Development of polarizable force fields and hybrid QM/MM methods for the study of reaction mechanisms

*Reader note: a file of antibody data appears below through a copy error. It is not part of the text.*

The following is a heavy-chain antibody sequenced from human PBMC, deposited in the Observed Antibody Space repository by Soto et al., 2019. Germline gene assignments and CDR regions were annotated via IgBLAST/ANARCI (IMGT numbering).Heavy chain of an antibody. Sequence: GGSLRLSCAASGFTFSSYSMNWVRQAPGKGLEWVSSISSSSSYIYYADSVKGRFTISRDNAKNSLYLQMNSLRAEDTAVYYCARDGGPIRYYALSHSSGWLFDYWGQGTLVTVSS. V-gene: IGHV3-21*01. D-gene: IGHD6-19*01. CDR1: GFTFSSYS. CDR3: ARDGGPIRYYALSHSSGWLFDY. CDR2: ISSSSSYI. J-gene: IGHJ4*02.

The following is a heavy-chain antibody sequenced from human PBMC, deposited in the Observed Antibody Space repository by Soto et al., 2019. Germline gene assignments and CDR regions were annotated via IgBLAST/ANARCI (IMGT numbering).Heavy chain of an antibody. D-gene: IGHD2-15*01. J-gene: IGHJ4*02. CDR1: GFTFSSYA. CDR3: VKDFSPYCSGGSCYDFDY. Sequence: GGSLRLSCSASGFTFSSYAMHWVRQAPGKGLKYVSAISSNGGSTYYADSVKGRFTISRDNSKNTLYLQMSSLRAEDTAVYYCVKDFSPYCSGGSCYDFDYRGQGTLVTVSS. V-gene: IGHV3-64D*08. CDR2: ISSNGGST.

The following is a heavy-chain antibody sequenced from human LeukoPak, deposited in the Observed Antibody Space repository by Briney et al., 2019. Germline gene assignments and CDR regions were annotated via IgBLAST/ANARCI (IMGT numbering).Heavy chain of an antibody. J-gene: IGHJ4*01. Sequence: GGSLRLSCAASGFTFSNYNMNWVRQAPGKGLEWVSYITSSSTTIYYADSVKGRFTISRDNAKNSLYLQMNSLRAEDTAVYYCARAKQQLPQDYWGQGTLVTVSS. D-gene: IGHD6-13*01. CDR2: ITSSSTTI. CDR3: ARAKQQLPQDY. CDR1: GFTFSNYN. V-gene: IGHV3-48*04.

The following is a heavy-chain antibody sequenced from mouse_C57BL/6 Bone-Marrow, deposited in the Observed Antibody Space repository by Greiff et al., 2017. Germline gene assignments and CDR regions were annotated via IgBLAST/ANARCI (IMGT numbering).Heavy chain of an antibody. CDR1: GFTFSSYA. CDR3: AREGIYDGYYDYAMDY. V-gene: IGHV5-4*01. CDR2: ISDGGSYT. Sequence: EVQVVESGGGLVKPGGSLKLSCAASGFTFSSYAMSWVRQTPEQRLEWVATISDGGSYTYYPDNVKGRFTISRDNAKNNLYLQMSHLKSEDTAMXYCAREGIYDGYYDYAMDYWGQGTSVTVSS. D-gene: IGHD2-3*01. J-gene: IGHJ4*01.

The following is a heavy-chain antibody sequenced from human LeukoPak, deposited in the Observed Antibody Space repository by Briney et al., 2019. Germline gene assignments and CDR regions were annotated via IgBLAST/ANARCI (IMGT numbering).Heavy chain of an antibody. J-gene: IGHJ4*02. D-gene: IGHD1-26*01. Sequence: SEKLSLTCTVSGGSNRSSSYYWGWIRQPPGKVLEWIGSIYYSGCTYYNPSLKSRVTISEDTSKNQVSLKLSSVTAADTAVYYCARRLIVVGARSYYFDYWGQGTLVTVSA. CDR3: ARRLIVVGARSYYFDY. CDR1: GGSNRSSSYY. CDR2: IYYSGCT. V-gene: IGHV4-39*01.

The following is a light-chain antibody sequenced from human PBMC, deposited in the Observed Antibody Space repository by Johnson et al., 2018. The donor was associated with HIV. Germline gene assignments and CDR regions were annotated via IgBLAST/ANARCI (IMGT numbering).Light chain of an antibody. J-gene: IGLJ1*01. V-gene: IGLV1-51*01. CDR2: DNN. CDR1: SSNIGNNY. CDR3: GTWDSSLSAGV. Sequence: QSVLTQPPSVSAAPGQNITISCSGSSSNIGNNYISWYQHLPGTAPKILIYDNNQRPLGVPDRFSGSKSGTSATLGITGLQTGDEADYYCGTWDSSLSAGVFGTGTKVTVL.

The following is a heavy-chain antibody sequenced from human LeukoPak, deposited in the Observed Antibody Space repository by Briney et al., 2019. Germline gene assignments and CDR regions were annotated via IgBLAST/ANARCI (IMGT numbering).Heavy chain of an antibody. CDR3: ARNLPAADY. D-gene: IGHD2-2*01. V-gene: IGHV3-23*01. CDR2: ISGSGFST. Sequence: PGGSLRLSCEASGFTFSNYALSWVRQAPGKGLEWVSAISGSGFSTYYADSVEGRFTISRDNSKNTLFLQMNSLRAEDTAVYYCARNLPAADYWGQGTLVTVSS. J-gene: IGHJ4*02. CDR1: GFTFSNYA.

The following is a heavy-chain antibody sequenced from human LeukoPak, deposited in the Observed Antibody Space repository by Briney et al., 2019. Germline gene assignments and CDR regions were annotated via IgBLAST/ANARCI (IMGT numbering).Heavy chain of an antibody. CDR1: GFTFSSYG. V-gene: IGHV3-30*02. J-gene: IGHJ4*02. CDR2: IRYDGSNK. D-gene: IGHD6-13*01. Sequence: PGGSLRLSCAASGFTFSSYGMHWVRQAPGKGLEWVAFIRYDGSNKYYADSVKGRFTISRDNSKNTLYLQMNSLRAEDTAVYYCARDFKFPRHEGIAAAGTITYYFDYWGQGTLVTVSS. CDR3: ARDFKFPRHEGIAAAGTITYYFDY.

Computational chemists have successfully simulated many systems by applying the principles of quantum mechanics, while approximate molecular mechanical models have seen great utility in problems of biochemical interest. In recent years, a number of methods have been developed to combine the advantages of both techniques. In this study the so-called QM/MM method is developed and applied to the determination of the free energy of a simple Menshutkin SN2 chemical reaction. This is an extremely demanding process, well beyond the computational capacity of an average workstation, and thus a Beowulf-class Linux cluster is constructed to perform the calculations, and tested for a variety of computational chemistry applications. A number of methods for improving the QM/MM approach are considered in this work. The Fluctuating Charge, or FlucQ, polarizable molecular mechanics force field is implemented in a flexible manner within the CHARMM package and tested for a variety of systems, including the SN2 test case. Several drawbacks of the original method are addressed and overcome. Both molecular dynamics and Monte Carlo techniques are used within the QM/MM framework to investigate the SN2 reaction, and the two methods are compared. Techniques are developed and tested to increase the efficiency of QM/MC calculations to the point where they become competitive with QM/MD. Extremely expensive QM treatments are shown to be required to obtain accurate energies for the Menshutkin reaction. A method is developed and tested, and compared with the traditional ONIOM technique, for dramatically reducing the computational time required to use these treatments for QM/MC simulations, paving the way for fully ab initio high basis set QM/MM simulation.